Pulling video and research in a bustling New York City newsroom and reporting from Africa while angry Nigerians protest are on different ends of the TV journalism spectrum. For CNN’s Vladimir Duthiers, one thing led to the other, with only a few short years in between.
“I spent 18 years in global finance…but, I had always been an avid consumer of news,” Duthiers told TVNewser in a phone interview from Nigeria this afternoon. “In 2009, I decided to leave the world of finance for journalism.”
At 38, Duthiers started as a production assistant for Christiane Amanpour, quickly rising up the ranks to become an associate producer on “Anderson Cooper 360.” Cooper mentored Duthiers in reporting, helping him become part of a team that won two Emmys for coverage of the 2010 Haiti earthquake. Doing his own enterprise reporting paid off: CNN offered Duthiers their Nigeria correspondent job in January, 2012. At the moment, Duthiers says, the job is “absolutely heartbreaking.”
Duthiers is covering the story of more than 200 schoolgirls abducted two weeks ago by terror group Boko Haram. “It makes you determined to come in and do your job harder the next day, but on the other end, it can be depressing.”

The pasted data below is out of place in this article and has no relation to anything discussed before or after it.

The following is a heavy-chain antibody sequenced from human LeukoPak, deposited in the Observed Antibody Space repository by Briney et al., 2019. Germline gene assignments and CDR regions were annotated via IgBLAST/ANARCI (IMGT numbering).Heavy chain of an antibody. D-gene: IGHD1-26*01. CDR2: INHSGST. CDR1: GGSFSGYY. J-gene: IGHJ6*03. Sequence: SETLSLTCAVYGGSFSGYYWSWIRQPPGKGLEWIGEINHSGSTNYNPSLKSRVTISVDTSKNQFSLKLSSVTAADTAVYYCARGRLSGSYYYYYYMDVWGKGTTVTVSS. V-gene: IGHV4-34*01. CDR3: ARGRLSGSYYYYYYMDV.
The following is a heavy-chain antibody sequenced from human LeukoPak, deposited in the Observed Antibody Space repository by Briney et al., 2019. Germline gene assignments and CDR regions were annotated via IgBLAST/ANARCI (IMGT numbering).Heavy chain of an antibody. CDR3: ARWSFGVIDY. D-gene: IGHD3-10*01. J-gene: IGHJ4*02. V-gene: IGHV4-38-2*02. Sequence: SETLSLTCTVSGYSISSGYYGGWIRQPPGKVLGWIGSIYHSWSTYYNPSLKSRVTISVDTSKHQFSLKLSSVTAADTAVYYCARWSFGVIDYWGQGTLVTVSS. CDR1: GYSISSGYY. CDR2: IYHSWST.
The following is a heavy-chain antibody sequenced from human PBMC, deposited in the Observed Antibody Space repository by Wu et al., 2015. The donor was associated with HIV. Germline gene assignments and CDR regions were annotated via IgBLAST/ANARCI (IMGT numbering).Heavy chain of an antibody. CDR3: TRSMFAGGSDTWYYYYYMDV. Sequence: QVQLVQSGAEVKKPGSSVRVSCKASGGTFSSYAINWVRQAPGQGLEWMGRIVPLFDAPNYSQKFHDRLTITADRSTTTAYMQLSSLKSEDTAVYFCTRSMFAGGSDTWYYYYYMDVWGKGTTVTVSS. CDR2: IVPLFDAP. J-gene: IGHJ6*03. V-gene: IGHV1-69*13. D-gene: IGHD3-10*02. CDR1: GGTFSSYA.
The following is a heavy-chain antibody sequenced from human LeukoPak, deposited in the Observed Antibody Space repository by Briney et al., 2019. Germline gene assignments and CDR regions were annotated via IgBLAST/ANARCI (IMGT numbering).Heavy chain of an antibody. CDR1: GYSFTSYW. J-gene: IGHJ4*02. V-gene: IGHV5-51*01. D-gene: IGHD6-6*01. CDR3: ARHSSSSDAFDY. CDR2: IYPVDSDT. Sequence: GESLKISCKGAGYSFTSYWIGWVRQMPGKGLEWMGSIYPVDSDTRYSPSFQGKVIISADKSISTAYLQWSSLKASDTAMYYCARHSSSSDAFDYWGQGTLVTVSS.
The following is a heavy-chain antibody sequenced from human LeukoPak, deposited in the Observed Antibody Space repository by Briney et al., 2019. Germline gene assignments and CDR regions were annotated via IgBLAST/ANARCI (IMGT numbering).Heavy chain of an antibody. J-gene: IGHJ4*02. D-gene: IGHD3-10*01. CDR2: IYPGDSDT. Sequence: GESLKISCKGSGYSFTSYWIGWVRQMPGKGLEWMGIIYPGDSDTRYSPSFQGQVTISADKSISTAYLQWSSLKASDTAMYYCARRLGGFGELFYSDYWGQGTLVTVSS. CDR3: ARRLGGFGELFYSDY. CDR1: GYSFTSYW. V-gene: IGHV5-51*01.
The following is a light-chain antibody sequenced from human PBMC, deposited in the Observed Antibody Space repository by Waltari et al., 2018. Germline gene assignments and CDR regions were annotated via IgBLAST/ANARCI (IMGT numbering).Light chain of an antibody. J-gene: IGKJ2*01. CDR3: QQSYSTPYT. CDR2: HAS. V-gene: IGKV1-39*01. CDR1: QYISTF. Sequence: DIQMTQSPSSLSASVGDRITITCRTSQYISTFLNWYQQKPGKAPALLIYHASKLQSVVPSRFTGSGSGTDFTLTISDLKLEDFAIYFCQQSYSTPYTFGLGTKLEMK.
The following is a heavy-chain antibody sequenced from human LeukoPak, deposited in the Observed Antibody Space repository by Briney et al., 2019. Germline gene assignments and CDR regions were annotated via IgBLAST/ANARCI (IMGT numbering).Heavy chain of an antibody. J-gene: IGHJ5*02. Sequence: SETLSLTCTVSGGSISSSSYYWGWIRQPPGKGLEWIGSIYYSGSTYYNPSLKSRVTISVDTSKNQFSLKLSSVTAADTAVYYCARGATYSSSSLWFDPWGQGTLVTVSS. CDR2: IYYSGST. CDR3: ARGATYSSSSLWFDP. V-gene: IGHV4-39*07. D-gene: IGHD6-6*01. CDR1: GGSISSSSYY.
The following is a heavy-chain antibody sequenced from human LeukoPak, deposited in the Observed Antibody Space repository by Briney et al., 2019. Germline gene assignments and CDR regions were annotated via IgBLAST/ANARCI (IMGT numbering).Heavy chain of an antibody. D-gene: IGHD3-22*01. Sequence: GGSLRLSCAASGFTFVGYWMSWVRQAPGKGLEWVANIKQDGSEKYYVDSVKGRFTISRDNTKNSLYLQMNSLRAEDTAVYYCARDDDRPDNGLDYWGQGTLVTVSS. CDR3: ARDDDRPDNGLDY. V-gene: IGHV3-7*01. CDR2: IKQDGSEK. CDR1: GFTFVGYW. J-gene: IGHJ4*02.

This week, Nigerians have protested over a weak government response to the abductions. “You’re reminded of your enormous responsibility as a reporter to make sure people know what these families are going through, even if you don’t have the images and videos,” Duthiers said.
Getting those elements has proved challenging; the kidnapped girls are presumed to be held in the Sambisa Forest, which is under a state of emergency, making things challenging for reporters who have restricted access.
“Social media has taken the reins with this story,” he continued, noting celebrities like Russell Simmons and Mary J. Blige have been tweeting the hashtag #WhereAreOurGirls. “As a social media campaign takes hold, you now have world leaders chiming in… with more of this, maybe things will change.”